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Michael J. Duber and Brandon T. Duber

Who is at Fault for a Weather-Related Accident?

Dec 2, 2019 |

Vehicle accidents happen every day, and usually it’s evident which driver is at fault. It’s important to know who’s at fault because it gives injured parties the ability to receive any compensation they deserve. But what happens when an accident occurs due to inclement weather conditions? Identifying the driver at fault in these situations can be more difficult. Here’s how weather-related incidents are evaluated and what it means for the people involved.

It’s always the driver’s responsibility to adapt to road conditions

The bottom line is that drivers must change how they drive when the roads become dangerous due to weather conditions like snow,ice, fog and heavy rain. Although this might seem unfair to the drivers who are determined to be at fault, it’s ultimately their decision to drive in the bad weather. In other words, they assume the risk when they choose to get on the road.

Drivers are responsible for their vehicles and need to do everything they can do in order to stay safe on the roads. This includes slowing down (even below the speed limit in some cases) and increasing the distance from the car in front of them so they have more time to react if there is a sudden stop. For example, a driver who attempts to stop at a stoplight, but slides into the back of the car in front of them because the roads were icy, will likely be found at fault for the accident.

Duty of Care

Duty of Care is the notion that every driver on the road has the duty to avoid collisions with other vehicles, regardless of the environment around them. Common actions that have a negative impact on a driver’s ability to avoid collisions with other vehicles include driving too fast, being impaired by drugs or alcohol, failing to use windshield wipers, not properly maintaining their vehicle (wipers, tires, headlights, brakes, etc.) and failing to obey traffic signals and road signs.

How liability is determined in these situations

Insurance companies will always push to find out which driver is liable for damage or injuries caused to others. If the actions by one of the drivers could have potentially prevented the accident, that driver will likely be found liable. For example, sliding on an icy road could be why one driver hit another, but if that driver’s tire treads were worn down, they would be found liable. The reason being that tires with better tread might have handled the ice better and prevented them from sliding.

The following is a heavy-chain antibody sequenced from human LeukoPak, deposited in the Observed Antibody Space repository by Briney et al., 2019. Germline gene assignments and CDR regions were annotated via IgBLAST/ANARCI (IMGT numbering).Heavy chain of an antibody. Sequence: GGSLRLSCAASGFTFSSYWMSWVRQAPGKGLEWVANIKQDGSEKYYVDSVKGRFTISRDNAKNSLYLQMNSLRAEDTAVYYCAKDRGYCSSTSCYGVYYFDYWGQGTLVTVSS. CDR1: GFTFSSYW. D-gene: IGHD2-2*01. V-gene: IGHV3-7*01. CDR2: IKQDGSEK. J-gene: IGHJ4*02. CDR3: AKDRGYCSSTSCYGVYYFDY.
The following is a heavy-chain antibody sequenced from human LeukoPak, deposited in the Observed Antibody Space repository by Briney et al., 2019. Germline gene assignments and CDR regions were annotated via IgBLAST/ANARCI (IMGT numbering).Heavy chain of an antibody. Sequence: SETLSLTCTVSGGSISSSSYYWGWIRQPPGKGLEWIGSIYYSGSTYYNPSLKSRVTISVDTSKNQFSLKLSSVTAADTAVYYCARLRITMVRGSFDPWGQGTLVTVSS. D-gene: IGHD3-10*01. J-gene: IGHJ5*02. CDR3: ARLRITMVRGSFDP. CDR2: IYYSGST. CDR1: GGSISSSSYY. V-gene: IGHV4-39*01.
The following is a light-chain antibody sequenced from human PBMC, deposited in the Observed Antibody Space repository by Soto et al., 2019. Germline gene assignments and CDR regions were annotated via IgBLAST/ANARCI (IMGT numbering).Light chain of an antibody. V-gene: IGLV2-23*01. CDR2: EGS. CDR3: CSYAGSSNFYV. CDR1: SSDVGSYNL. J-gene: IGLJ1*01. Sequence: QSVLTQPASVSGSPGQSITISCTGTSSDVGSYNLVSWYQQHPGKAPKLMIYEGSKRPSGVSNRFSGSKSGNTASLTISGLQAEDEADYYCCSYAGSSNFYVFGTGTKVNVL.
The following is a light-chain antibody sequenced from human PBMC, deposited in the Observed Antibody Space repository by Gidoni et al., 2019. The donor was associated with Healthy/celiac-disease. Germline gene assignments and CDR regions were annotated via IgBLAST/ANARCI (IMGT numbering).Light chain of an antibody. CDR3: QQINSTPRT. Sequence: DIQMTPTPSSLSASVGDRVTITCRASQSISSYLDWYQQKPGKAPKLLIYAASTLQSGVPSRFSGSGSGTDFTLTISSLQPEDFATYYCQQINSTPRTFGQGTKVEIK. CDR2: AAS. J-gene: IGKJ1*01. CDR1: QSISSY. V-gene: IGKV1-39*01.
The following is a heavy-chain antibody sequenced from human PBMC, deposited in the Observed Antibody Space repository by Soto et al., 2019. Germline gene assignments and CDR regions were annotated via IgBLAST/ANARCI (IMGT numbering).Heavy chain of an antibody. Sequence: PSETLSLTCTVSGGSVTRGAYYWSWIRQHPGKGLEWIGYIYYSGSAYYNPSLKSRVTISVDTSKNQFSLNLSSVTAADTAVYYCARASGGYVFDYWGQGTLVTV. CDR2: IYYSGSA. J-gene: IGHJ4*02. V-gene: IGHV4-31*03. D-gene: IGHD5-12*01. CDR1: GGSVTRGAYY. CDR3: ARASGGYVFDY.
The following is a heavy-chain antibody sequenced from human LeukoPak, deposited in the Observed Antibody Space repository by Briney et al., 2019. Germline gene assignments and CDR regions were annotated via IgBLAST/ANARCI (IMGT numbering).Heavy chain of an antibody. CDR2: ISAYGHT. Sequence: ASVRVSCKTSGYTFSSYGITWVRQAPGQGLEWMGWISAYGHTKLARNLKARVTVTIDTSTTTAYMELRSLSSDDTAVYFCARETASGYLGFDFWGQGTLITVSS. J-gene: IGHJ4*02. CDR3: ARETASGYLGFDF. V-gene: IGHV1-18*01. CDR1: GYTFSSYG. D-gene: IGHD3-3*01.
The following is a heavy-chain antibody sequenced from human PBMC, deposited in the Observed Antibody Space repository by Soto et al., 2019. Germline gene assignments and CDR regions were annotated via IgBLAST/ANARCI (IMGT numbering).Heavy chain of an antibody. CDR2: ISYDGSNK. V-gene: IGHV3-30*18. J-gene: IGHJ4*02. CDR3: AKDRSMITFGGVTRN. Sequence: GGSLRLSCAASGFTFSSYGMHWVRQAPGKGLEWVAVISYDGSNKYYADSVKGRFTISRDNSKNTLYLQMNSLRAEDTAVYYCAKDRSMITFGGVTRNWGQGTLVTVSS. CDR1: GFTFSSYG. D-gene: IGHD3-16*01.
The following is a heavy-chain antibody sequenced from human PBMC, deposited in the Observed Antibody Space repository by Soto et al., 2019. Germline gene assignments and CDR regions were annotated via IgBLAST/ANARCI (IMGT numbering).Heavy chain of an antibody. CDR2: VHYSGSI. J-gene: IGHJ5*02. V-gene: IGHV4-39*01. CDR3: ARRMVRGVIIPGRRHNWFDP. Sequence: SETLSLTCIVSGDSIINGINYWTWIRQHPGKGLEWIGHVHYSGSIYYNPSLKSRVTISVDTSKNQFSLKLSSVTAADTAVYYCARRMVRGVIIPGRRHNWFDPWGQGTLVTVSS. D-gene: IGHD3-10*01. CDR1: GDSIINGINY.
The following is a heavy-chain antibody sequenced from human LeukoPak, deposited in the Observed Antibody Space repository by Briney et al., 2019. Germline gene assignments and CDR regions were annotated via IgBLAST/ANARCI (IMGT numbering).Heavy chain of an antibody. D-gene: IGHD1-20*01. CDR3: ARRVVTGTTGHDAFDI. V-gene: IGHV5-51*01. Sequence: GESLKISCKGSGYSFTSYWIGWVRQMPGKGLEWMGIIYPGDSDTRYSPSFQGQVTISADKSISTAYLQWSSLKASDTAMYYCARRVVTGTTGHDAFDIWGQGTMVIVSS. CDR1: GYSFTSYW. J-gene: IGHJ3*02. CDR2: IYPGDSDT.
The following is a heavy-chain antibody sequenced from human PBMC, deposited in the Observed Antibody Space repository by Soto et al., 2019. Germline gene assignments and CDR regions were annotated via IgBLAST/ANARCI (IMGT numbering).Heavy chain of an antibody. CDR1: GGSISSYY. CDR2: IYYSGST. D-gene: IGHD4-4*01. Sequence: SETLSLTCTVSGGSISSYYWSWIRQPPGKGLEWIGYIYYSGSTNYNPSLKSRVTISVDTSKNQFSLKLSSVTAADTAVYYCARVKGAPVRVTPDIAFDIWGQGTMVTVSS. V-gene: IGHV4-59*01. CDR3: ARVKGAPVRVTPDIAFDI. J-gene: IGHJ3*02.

In some cases, liability can be split 50/50 between the parties involved. For example, if the weather conditions cause two drivers to start sliding and they end up hitting each other, both drivers may be found partially at fault. In very rare cases, it’s possible that no driver will be found liable due to an “Act of God”. These situations involve rare events in which there was nothing the driver could have done to avoid or prevent an accident. For example, a boulder starts to roll down a hill and into a nearby road. It strikes an oncoming car and causes that car to swerve into another car.

Weather is the main cause of 1.2 million car accidents each year (about 22%). These numbers alone show the importance of taking all the necessary precautions before drivers choose to go out in bad weather conditions. If you were recently involved in a car accident due to inclement weather and are considering legal help for your situation, contact our experienced team of attorneys now. We’ll be happy to review the details of your case and come up with the best plan of action for you.

About the author: Brandon Duber, a Partner with Bentoff & Duber Co., LPA, is a lawyer with proven experience in the courtroom and expertise in the areas of workers’ compensation, criminal defense, personal injury and medical malpractice law. He received his B.A. from Skidmore College in Saratoga Springs, NY and his J.D. from The Case Western Reserve University School of Law in Cleveland, OH.